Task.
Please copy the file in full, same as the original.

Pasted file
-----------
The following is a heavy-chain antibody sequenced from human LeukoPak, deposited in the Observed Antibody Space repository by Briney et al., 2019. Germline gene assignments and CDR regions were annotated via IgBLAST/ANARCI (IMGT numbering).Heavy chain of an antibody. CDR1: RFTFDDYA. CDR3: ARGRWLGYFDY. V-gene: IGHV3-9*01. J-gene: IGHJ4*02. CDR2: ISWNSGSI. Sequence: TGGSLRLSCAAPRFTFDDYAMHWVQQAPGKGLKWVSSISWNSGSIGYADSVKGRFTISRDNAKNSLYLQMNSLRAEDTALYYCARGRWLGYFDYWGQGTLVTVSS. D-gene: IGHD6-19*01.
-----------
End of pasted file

The following is a heavy-chain antibody sequenced from human LeukoPak, deposited in the Observed Antibody Space repository by Briney et al., 2019. Germline gene assignments and CDR regions were annotated via IgBLAST/ANARCI (IMGT numbering).Heavy chain of an antibody. CDR1: RFTFDDYA. CDR3: ARGRWLGYFDY. V-gene: IGHV3-9*01. J-gene: IGHJ4*02. CDR2: ISWNSGSI. Sequence: TGGSLRLSCAAPRFTFDDYAMHWVQQAPGKGLKWVSSISWNSGSIGYADSVKGRFTISRDNAKNSLYLQMNSLRAEDTALYYCARGRWLGYFDYWGQGTLVTVSS. D-gene: IGHD6-19*01.